Nixon made an early decision to select Henry Cabot Lodge as his running-mate in 1960 but kept the choice secret. On the night Nixon was nominated, he called together 25 Republican leaders to express their views. The next morning he announced Lodge as his choice. No real count was taken from the group of 25. Lodge turned out to be a mistake because he was not a good campaigner.

In 1964 when the Democrats held their convention in Atlantic City, President Johnson unexpectedly summoned Sens. Hubert Humphrey, Eugene McCarthy and Tom Dodd.

All three were put aboard an Air Force plane and flown to Washington for interviews with Johnson. At the White House, each was placed in a separate car to await the individual summons from the president.

Johnson completed his interviews and sent the candidates back to Atlantic City, not knowing which one he would announce as his candidate for the vice president. In Atlantic City the next day he announced that his choice would be Humphrey.

When Johnson in 1968 announced he would not run for re-election, Humphrey was in Mexico City. He learned of Johnson’s decision while watching television in the U.S. ambassador’s residence.

In 1968, after Nixon felt sure he had withstood challenges from Rockefeller and Reagan, the former vice president had a sound-proof section of his hotel equipped to invite various political figures to state their views on the vice presidency. Names varied from Mayor John Lindsay to Sen. Mark Hatfield to Ronald Reagan and Nelson Rockefeller.

No one mentioned Gov. Spiro Agnew of Maryland. Nixon gave even his staff no indication he was considering Agnew. He briefed his staff on his selection only minutes before asking me to make the announcement. It surprised everyone.

When Jerry Ford became president, he selected Nelson Rockefeller to be vice president because he wanted support from the liberal wing of his party.

Rockefeller became the first vice president to have an official residence. He was installed in the Naval Observatory house, replacing the Chief of Naval Operations. Before that, vice presidents lived in the house they owned.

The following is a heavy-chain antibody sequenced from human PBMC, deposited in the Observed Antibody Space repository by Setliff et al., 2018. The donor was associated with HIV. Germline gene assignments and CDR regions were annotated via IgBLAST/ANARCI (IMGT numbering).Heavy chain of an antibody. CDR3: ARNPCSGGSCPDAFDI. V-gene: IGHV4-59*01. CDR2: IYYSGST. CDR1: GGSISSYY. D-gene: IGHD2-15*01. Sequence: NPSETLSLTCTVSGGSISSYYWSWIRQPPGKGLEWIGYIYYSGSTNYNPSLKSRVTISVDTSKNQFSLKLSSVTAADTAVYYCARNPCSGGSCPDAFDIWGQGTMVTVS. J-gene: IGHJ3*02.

When Ford ran for election in 1976, he won narrowly over Ronald Reagan. Ford and his staff seriously considered asking Reagan to be vice president. Nancy Reagan killed the idea when she sent William French Smith to meet with Leon Parma and gained a promise that Ford would not offer the job to Reagan when the two met.

During the campaign that followed, Reagan made a point of mentioning Ford once in each speech, but only once.

When George H.W. Bush gained the nomination to be president in 1988 after serving as vice president to Reagan, most expected him to select Bob Dole or Jack Kemp as his running mate. Both men remained at their hotels awaiting a phone call from Mr. Bush. To everyone’s surprise, Mr. Bush selected Sen. Dan Quayle of Indiana.

Mr. Quayle was among the most surprised and was sent to a press conference with no briefing. His innocent handling of that initial press conference damaged his career permanently. Prior to his announcement, Mr. Bush had selected a team of political veterans to help his candidate for vice president, but the team was never called into action as Mr. Quayle stumbled into his press conference.

Bill Clinton’s selection of Al Gore as running mate was made because he considered Al Gore a strong partner. Mr. Clinton gave Mr. Gore more responsibility than any vice president since Nixon, and helped him gain the prestige to run for president.

In 1996, after Bob Dole had cinched the Republican nomination, there was much speculation on who would be his running mate.

Jack Kemp considered himself out of the running and drove with his wife Joanne to a family birthday party in Virginia. His car phone rang, and it was Mr. Dole asking him to meet him in Washington. Mr. Kemp, dressed in blue jeans, delivered his wife to the family party and returned to meet with Mr. Dole. To his surprise, he was invited to run for vice president.

Dick Cheney was asked by George W. Bush to put together a “short list” of candidates for vice president. After Mr. Bush reviewed the list, he ignored it and chose Mr. Cheney as his running mate. It was considered a coup because of Mr. Cheney’s experience in the Ford administration.

Speculation already is rampant as to who will be the next nominee for vice president, but it is unlikely there will be any announcements until August. The best bets for the selection would be from the ranks of governors, but the process of selection will be as varied as in the past.

Geography, political strength, political philosophy and power again will be key elements in selecting the person who will be our next vice president.

Herbert G. Klein is a national fellow of the American Enterprise Institute, retired editor-in-chief of Copley Newspapers and former Nixon White House director of communications. Nancy Crisci contributed to this article.